This book is one that I would recommend for people who have belonged to the Church since the teen years. It is a powerful read and I got a lot out of it.  This book is worth a read, and you can find out more about it here.

I received my copy of the book for free from the publisher in exchange for reviewing it. I was not obligated to post a positive review; the opinions expressed are mine.

Voices from this Generation: Bad Things in a “Good” World

Last time Ms. Richardson and I started with what many would consider to be an easier topic to discuss.  This time, as the next installment in the “Voices from this Generation” series, we look to meditate on the guiding question, “How can bad things be allowed to happen in a “good” world?”



When I was a young tike, I believed I was just one in a line of superheroes.  My Opa emigrated the Netherlands after World War II with my Oma, the kids, and a trunk full of possessions.  All while my Opa had an appendix on the verge of bursting.  My Dad was my Dad, and he was capable of doing anything.  Then he slipped and threw out his back, forever plaguing him with back problems.  And then my Opa suffered a series of strokes and eventually I saw him choking on pureed chicken.  Neither of my heroes were in fact superheroes.


They were ordinary.



What gave them their status was my incorrect perceptions of them.


It’s the idea of incorrect perceptions which so often guides and informs every area of our lives.  For example, how do we come to the conclusion that this world is “good”?  I would like to offer three notions that are a divergence from incorrect perceptions in which I was implicitly raised: the Earth is not good; God is not the “Old Man in the Sky who grants wishes”; and I cannot affect the fact that bad things happen, but I can affect the circumstances around them.

Genesis 1:31 (ESV) reads that “And God saw everything he had made, and behold it was very good.”  If anyone has the ability to qualify Earth as initially good, it’s probably going to be God.  Unfortunately, the story of Life does not end at Genesis 1, it only begins there.  After Adam and Eve are introduced into Eden and eat from The Tree (it doesn’t matter whether this was a literal action or a metaphor for something else, the point is that they did something which was not desired or intended), the Garden and Earth is initially corrupted through their decisions.  We can see the result of that first action today with mankind making decisions that negatively impact the planet every day.  While Earth may have been created as good, what exists now is nothing like the original; how can we still qualify it as good?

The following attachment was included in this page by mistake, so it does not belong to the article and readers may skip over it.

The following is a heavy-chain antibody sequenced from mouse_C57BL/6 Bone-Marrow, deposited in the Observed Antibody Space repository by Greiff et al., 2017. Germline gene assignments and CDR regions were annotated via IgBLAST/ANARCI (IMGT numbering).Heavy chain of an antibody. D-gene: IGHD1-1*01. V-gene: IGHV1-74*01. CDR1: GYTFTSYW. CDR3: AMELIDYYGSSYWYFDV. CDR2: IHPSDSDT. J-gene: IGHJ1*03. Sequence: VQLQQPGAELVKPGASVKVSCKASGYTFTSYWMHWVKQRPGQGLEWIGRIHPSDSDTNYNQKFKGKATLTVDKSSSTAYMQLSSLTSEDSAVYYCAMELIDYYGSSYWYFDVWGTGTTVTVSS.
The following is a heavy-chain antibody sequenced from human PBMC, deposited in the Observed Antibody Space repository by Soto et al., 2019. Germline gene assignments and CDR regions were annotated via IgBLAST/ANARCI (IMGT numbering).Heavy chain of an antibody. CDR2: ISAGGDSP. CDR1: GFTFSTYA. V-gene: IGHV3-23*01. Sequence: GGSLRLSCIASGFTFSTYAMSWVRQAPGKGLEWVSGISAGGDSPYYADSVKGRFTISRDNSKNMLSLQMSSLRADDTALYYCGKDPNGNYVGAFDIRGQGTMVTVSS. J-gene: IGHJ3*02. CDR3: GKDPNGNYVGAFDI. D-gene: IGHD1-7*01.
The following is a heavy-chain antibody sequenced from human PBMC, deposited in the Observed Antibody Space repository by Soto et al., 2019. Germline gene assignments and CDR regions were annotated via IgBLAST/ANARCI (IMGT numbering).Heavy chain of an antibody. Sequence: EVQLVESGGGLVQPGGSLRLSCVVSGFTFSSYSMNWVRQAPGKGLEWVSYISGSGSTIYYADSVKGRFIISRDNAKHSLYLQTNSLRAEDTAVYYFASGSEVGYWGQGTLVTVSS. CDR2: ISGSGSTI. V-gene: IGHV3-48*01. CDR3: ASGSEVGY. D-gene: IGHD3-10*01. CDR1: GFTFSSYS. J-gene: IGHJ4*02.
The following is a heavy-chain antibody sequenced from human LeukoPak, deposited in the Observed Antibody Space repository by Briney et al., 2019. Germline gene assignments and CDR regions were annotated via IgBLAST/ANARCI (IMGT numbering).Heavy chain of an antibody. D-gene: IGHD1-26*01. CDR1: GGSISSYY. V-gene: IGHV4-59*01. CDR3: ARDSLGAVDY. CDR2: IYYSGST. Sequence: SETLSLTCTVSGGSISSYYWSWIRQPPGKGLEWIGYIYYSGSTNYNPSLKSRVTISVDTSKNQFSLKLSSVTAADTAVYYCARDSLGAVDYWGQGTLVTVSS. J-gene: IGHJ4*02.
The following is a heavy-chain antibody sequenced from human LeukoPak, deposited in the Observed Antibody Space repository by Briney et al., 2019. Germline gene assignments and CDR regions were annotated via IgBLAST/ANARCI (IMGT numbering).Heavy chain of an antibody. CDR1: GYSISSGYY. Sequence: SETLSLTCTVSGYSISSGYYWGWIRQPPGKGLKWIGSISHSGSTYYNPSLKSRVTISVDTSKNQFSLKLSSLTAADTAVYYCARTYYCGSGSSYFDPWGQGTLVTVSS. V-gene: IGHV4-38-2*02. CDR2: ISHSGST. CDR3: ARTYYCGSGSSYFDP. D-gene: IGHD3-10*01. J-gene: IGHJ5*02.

I wonder if one of the incorrect perceptions we have about God is that he physically acts on his own in every facet of life.  On the one hand, perhaps every favorable occurrence is a miracle.  But on the other, I refuse to believe that the man who goes to the store and buys his wife the last quart of strawberry ice cream because God had his hand on that quart to reserve it for him, really experienced God working on his behalf when that evening a boy and girl are going to get killed by a drunk driver on the way home from their senior prom.  This just does not compute in my internal computer.  If it does yours, I need you to explain that to me why.  Romans 8:28 (ERV) says that “We know that in everything God works for those who love him.”  The verse doesn’t say he works on everything but in everything.  That means that God is not forcing an outcome of good, but that God is working through all events to move them towards a good outcome.  God is hoping along with humanity for a positive ending, not because he is powerless, but because he put all of Creation under man’s dominion (Genesis 1:26).  A truly good God would not take back a gift or change his mind about who is in charge of this planet.  If you the reader do not like the idea of God being one who hopes and wishes, how do you account for 2 Peter 3:9?  Yes.  I want you to stop now and read it.

I believe in hell.  Sometimes my belief in hell is not in a spiritual, eternal hell, but I believe in hell.  A teenage girl who tries heroine, not realizing how hard of a drug it really is, who spends the rest of her life as an addict who crosses into other self-harming behaviors experiences the literal reality of hell every day.  If Genesis 1:26 is accurate, then this does mean that for a person in these circumstances, I have the power to be able to reach out and love this person, and loving them like Christ would save them from hell.  And this idea about loving others does not stop with people, it should also be applied to our planet.  I have the power to be Jesus and help heaven meet Earth; my only hope is that someone will do this for me when I need it.

Truthfully, I do not have one stinkin’ clue why bad things happen on this planet.  I also don’t understand why they seem to happen (unjustly) more often to people I think are good.  The only thing I can do is consider the situation, how I am viewing it, and ask myself whether I am being influenced by incorrect expectations or assumptions.


Ms. Richardson:


Earth was created to be good, but the Earth is just one big test. Evil was brought to the Earth when Adam and Eve gave into temptation and ate the apple, which was the creation of sin. Everyday people are tested and put in temptations way, and even if we pass the test and do the right thing why does God still punish us? This is a question that many have asked, but no one really knows the answer.